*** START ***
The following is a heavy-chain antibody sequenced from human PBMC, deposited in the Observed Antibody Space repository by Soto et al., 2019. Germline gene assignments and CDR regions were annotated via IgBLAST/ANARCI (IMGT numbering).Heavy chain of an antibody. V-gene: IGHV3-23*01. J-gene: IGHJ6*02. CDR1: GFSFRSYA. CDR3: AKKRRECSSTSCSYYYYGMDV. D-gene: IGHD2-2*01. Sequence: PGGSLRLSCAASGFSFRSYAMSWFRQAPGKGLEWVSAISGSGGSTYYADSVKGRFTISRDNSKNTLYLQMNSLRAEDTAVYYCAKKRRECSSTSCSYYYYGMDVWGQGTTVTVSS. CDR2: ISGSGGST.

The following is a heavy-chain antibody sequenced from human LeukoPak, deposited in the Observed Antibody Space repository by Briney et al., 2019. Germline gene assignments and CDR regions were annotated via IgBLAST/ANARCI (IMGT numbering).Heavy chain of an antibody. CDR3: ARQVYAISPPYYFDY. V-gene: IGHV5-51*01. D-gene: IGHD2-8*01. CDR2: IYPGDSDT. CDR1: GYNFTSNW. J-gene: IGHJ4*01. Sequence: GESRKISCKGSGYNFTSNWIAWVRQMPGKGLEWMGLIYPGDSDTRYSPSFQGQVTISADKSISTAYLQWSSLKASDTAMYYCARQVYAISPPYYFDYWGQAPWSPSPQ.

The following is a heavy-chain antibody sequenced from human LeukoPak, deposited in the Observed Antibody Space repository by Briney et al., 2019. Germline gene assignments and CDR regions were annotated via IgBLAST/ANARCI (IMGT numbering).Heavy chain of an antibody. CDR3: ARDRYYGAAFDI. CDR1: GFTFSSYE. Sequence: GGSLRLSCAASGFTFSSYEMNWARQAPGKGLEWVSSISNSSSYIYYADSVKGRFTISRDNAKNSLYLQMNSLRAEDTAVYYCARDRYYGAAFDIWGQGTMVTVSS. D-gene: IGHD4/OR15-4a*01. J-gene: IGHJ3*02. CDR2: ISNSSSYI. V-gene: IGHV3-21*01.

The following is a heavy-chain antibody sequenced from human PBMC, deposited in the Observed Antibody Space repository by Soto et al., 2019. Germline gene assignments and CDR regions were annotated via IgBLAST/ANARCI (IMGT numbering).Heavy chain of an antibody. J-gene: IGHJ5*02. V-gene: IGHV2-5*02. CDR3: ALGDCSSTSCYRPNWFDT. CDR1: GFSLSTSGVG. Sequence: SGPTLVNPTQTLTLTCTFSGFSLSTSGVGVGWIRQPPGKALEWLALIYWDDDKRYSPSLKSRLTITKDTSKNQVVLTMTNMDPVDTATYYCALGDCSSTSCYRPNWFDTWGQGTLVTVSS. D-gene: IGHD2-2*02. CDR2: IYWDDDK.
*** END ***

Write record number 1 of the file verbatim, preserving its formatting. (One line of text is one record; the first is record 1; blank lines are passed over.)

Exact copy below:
The following is a heavy-chain antibody sequenced from human PBMC, deposited in the Observed Antibody Space repository by Soto et al., 2019. Germline gene assignments and CDR regions were annotated via IgBLAST/ANARCI (IMGT numbering).Heavy chain of an antibody. V-gene: IGHV3-23*01. J-gene: IGHJ6*02. CDR1: GFSFRSYA. CDR3: AKKRRECSSTSCSYYYYGMDV. D-gene: IGHD2-2*01. Sequence: PGGSLRLSCAASGFSFRSYAMSWFRQAPGKGLEWVSAISGSGGSTYYADSVKGRFTISRDNSKNTLYLQMNSLRAEDTAVYYCAKKRRECSSTSCSYYYYGMDVWGQGTTVTVSS. CDR2: ISGSGGST.